Friday, 12 January 2018

Friday Five: Favourite Films of 2017

As always with this post there are caveats: I have to have seen the film; It has to have been released in 2017 in the country in which I was living; the films are listed in alphabetical order; I can have more than five if I want to; there will be honourable mentions.

7 Favourite Films of 2017:
  1. Dunkirk – A highly emotional triptych war film (directed by Christopher Nolan), which deliberately sections the action into land, sea and air. The set piece action shots are of a high calibre, the acting is superb (as one would expect from Kenneth Brannagh, Mark Rylance, Tom Hardy, and – perhaps more surprisingly –  Harry Styles), and the narrative presents well-known facts in a fresh and involving way; stirring and memorable but without being mawkish.
  2. Get Out – When a film addresses as many genres as this, it had better be good. Fortunately, due to sharp writing and tight direction by Jordan Peele, this is clear and conceivable, even when events take a turn for the weird and the film becomes unclassifiable – is it a social exposé, a hard-hitting satire, a supernatural thriller, a family drama, or an out-and-out horror? Despite some baroque developments the acting remains solid and controlled, with stellar performances from leads Daniel Kaluuya and Allison Williams, and the entire ensemble.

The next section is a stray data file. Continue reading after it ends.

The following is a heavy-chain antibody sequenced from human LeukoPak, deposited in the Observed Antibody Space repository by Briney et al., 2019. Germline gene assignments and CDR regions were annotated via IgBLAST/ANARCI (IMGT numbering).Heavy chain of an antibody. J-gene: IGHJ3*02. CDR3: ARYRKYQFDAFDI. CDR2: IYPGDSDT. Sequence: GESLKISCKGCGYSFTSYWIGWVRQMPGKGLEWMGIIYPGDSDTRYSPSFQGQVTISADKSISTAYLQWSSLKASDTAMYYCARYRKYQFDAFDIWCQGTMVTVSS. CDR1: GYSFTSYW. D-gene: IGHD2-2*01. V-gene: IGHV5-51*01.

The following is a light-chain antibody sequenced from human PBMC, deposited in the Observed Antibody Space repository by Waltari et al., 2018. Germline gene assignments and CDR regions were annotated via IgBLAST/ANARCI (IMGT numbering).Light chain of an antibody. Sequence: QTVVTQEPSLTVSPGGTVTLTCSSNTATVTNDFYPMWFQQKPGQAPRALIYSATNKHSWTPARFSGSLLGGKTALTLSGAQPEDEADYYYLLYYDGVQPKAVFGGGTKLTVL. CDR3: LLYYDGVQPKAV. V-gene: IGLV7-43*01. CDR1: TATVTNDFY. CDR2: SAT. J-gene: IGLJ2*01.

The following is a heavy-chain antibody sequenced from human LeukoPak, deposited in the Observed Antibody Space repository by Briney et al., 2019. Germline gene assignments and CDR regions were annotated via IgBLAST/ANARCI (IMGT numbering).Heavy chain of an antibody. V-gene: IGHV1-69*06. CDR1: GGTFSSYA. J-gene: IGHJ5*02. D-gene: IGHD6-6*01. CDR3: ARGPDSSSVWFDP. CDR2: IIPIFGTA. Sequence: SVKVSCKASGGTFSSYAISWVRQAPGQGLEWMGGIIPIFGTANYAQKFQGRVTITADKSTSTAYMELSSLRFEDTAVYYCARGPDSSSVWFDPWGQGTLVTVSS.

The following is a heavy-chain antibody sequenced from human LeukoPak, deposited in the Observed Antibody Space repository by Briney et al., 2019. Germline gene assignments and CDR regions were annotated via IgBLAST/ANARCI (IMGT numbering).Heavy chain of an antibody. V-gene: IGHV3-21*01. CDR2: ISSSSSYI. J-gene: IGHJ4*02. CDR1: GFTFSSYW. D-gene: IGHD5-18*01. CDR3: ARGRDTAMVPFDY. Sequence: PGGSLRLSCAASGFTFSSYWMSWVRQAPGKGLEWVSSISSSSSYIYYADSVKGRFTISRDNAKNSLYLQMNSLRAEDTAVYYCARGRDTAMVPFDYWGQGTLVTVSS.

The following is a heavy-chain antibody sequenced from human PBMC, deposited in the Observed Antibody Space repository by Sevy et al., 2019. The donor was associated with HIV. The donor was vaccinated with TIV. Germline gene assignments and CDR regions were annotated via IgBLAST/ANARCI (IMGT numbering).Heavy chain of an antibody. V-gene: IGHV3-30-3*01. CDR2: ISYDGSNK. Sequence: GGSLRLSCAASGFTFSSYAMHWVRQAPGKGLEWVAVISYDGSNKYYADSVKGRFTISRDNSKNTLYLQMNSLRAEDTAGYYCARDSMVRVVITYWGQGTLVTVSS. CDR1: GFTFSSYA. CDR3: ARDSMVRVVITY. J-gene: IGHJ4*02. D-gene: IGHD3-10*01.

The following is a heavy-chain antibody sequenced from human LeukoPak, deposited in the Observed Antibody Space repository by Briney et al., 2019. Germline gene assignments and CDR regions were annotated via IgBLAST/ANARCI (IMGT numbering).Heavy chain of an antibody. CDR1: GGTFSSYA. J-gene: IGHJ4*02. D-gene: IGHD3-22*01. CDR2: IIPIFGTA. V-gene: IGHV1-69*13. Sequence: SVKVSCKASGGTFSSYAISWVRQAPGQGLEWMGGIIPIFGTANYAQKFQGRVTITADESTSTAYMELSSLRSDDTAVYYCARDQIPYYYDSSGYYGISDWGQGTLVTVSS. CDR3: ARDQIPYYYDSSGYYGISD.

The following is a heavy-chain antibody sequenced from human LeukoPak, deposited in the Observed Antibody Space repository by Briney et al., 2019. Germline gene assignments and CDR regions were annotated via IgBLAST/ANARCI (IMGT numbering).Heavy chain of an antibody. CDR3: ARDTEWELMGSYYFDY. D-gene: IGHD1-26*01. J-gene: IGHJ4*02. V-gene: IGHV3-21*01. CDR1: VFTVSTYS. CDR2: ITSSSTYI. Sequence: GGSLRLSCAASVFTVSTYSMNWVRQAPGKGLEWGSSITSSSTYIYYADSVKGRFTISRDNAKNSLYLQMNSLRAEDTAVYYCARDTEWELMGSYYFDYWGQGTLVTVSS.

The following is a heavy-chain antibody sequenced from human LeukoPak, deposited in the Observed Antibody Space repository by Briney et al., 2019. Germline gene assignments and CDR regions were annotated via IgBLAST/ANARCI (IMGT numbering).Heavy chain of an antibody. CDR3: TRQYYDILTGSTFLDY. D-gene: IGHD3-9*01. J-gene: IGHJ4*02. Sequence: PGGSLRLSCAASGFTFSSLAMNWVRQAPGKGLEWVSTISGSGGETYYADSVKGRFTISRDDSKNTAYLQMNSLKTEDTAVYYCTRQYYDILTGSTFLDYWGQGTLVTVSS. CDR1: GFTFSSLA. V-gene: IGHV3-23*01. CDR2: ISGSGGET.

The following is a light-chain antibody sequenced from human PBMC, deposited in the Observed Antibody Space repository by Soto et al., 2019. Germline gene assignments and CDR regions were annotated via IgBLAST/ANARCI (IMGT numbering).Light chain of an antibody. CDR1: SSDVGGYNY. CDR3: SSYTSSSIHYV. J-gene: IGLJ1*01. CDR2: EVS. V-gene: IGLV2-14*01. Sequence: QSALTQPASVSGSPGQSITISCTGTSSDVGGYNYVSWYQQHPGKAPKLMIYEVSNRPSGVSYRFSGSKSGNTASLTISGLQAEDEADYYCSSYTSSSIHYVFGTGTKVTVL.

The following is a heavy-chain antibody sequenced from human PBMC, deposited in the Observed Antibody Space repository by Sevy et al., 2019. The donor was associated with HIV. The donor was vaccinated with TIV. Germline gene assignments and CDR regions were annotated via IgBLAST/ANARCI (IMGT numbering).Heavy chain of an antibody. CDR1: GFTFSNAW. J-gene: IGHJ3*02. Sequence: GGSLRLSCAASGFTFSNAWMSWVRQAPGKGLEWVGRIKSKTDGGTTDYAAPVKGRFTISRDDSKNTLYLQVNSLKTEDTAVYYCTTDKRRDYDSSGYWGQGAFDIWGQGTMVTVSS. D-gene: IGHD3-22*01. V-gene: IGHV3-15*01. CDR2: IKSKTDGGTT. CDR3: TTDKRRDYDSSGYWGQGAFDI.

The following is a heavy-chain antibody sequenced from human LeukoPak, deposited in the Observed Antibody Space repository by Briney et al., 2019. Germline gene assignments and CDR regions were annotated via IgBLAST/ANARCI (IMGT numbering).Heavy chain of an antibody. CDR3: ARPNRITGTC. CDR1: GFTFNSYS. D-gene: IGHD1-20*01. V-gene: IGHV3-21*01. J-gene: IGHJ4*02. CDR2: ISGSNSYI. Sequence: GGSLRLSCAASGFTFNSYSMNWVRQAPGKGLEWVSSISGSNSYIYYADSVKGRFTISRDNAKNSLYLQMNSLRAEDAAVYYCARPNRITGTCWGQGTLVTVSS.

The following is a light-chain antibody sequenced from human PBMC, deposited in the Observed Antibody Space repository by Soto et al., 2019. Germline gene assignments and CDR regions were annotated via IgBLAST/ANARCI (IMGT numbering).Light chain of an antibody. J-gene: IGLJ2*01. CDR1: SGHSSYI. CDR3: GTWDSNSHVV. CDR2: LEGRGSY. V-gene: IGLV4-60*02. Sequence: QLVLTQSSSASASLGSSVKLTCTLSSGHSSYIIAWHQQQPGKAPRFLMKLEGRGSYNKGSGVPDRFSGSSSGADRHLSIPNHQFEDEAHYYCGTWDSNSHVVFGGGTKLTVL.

3. Goodbye Christopher Robin – Having read Christopher Milne’s biographies and knowing the outcome of his experiences, I was still spellbound by the dramatic tension. Both actors playing the boy with the bear (Will Tilston and Alex Lawther) are brilliant, and Domhnall Gleeson convincingly portrays the anguish and dilemma of a man simultaneously trying to be a good author and father as A.A. Milne. Margot Robbie is the weakest link as the wife and mother, but Vikki Pepperdine provides an acting masterclass as the steadfast nanny, Betty.
  4. Loving Vincent Wow, this first ever fully-painted feature-length film is simply stunning. The artwork is incredible, although the pulsating swirly stuff, in the style of the great artist, gave me a headache. Part of the pleasure is the combination of Van Gogh’s art with the physical characteristics of the actors (Chris O’Dowd; Saoirse Ronan; Aidan Turner; Helen McCrory; John Sessions), which brings life to the animation. Structured along cold-case-crime lines with a postal worker’s son investigating the death of Vincent Van Gogh, the narrative is largely unimportant – as one of the characters says, ‘You want to know so much about his death, but what do you know of his life?’ This film practically throbs with vitality; the only wrong note being the use of someone else (Lianne Le Havas, apparently) mangling Don McLean’s perfectly decent Starry Starry Night over the credits. Directors Dorota Kobiela and Hugh Welchman have achieved something truly spectacular and decidedly different.
  5. My Cousin Rachel – The energy Rachel Weisz saves in not having to remember a stage name goes into a consummate performance – is she a scheming and manipulative killer, or just misunderstood? The film, directed by Roger Michell is suffused with gothic overtones and mysterious motives, leading to a lack of conclusion which is as stylistically satisfying as it was in the novel.